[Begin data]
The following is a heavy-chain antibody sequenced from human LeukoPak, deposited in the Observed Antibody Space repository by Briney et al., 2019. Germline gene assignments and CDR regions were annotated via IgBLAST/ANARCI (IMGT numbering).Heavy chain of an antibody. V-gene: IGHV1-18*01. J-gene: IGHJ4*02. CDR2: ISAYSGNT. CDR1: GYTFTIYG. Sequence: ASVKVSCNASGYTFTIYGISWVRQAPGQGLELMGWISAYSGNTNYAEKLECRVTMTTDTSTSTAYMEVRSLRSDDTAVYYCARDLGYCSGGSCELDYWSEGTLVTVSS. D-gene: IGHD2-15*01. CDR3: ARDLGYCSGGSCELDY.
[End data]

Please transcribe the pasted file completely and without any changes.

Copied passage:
The following is a heavy-chain antibody sequenced from human LeukoPak, deposited in the Observed Antibody Space repository by Briney et al., 2019. Germline gene assignments and CDR regions were annotated via IgBLAST/ANARCI (IMGT numbering).Heavy chain of an antibody. V-gene: IGHV1-18*01. J-gene: IGHJ4*02. CDR2: ISAYSGNT. CDR1: GYTFTIYG. Sequence: ASVKVSCNASGYTFTIYGISWVRQAPGQGLELMGWISAYSGNTNYAEKLECRVTMTTDTSTSTAYMEVRSLRSDDTAVYYCARDLGYCSGGSCELDYWSEGTLVTVSS. D-gene: IGHD2-15*01. CDR3: ARDLGYCSGGSCELDY.